Heavy meromyosin molecules extending more than 50 nm above adsorbing electronegative surfaces.2010In: Langmuir, ISSN 0743-7463, E-ISSN 1520-5827, Vol. 26, no 12, p. 9927-9936Article in journal (Refereed)
    Abstract [en]

    In the in vitro motility assay, actin filaments are propelled by surface-adsorbed myosin motors, or rather, myosin motor fragments such as heavy meromyosin (HMM). Recently, efforts have been made to develop actomyosin powered nanodevices on the basis of this assay but such developments are hampered by limited understanding of the HMM adsorption geometry. Therefore, we here investigate the HMM adsorption geometries on trimethylchlorosilane- [TMCS-] derivatized hydrophobic surfaces and on hydrophilic negatively charged surfaces (SiO(2)). The TMCS surface is of great relevance in fundamental studies of actomyosin and both surface substrates are important for the development of motor powered nanodevices. Whereas both the TMCS and SiO(2) surfaces were nearly saturated with HMM (incubation at 120 microg mL(-1)) there was little actin binding on SiO(2) in the absence of ATP and no filament sliding in the presence of ATP. This contrasts with excellent actin-binding and motility on TMCS. Quartz crystal microbalance with dissipation (QCM-D) studies demonstrate a HMM layer with substantial protein mass up to 40 nm above the TMCS surface, considerably more than observed for myosin subfragment 1 (S1; 6 nm). Together with the excellent actin transportation on TMCS, this strongly suggests that HMM adsorbs to TMCS mainly via its most C-terminal tail part. Consistent with this idea, fluorescence interference contrast (FLIC) microscopy showed that actin filaments are held by HMM 38 +/- 2 nm above the TMCS-surface with the catalytic site, on average, 20-30 nm above the surface. Viewed in a context with FLIC, QCM-D and TIRF results, the lack of actin motility and the limited actin binding on SiO(2) shows that HMM adsorbs largely via the actin-binding region on this surface with the C-terminal coiled-coil tails extending >50 nm into solution. The results and new insights from this study are of value, not only for the development of motor powered nanodevices but also for the interpretation of fundamental biophysical studies of actomyosin function and for the understanding of surface-protein interactions in general.

  • 4.
    Torres, Nuria Albet
    et al.
    University of Kalmar, School of Pure and Applied Natural Sciences.
    O'MAHONY, JOHN
    Charlton, Christy
    Balaz, Martina
    University of Kalmar, School of Pure and Applied Natural Sciences.
    Lisboa, P
    Aastrup, Teodor
    Månsson, Alf
    University of Kalmar, School of Pure and Applied Natural Sciences.
    Nicholls, Ian Alan
    University of Kalmar, School of Pure and Applied Natural Sciences.
    Mode of Heavy Meromyosin Adsorption and Motor Function Correlated with Surface Hydrophobicity and Charge2007In: Langmuir, ISSN 0743-7463, E-ISSN 1520-5827, Vol. 23, p. 11147-11156Article in journal (Refereed)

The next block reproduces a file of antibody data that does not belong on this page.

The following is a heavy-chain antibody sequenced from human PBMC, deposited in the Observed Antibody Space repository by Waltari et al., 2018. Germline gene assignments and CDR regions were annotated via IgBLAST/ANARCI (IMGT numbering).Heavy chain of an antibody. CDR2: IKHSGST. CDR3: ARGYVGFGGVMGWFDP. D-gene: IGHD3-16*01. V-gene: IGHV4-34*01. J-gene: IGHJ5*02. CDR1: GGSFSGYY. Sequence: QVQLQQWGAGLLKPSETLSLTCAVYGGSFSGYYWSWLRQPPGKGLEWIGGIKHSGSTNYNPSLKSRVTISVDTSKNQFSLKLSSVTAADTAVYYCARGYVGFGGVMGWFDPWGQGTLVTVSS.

• 5. van Zalinge, Harm
    et al.
    Aveyard, Jenny
    Hajne, Joanna
    Persson, Malin
    Linnaeus University, Faculty of Science and Engineering, School of Natural Sciences.
    Månsson, Alf
    Linnaeus University, Faculty of Science and Engineering, School of Natural Sciences.
    Nicolau, Dan V.
    Actin Filament Motility Induced Variation of Resonance Frequency and Rigidity of Polymer Surfaces Studied by Quartz Crystal Microbalance2012In: Langmuir, ISSN 0743-7463, E-ISSN 1520-5827, Vol. 28, no 42, p. 15033-15037Article in journal (Refereed)
    Abstract [en]

    This contribution reports on the quantification of the parameters of the motility assays for actomyosin system using a quartz crystal microbalance (QCM). In particular, we report on the difference in the observed resonance frequency and dissipation of a quartz crystal when actin filaments are stationary as opposed to when they are motile. The changes in QCM measurements were studied for various polymer-coated surfaces functionalized with heavy meromyosin (HMM). The results of the QCM experiments show that the HMM-induced sliding velocity of actin filaments is modulated by a combination of the viscoelastic properties of the polymer layer including the HMM motors.

  • 6.
    van Zalinge, Harm
    et al.
    Univ Liverpool, UK.
    Ramsey, Laurence C.
    Univ Liverpool, UK.
    Aveyard, Jenny
    Univ Liverpool, UK.
    Persson, Malin
    Linnaeus University, Faculty of Health and Life Sciences, Department of Chemistry and Biomedical Sciences.
    Månsson, Alf
    Linnaeus University, Faculty of Health and Life Sciences, Department of Chemistry and Biomedical Sciences.
    Nicolau, Dan V.
    Univ Liverpool, UK ; McGill Univ, Canada.
    Surface-Controlled Properties of Myosin Studied by Electric Field Modulation2015In: Langmuir, ISSN 0743-7463, E-ISSN 1520-5827, Vol. 31, no 30, p. 8354-8361Article in journal (Refereed)
    Abstract [en]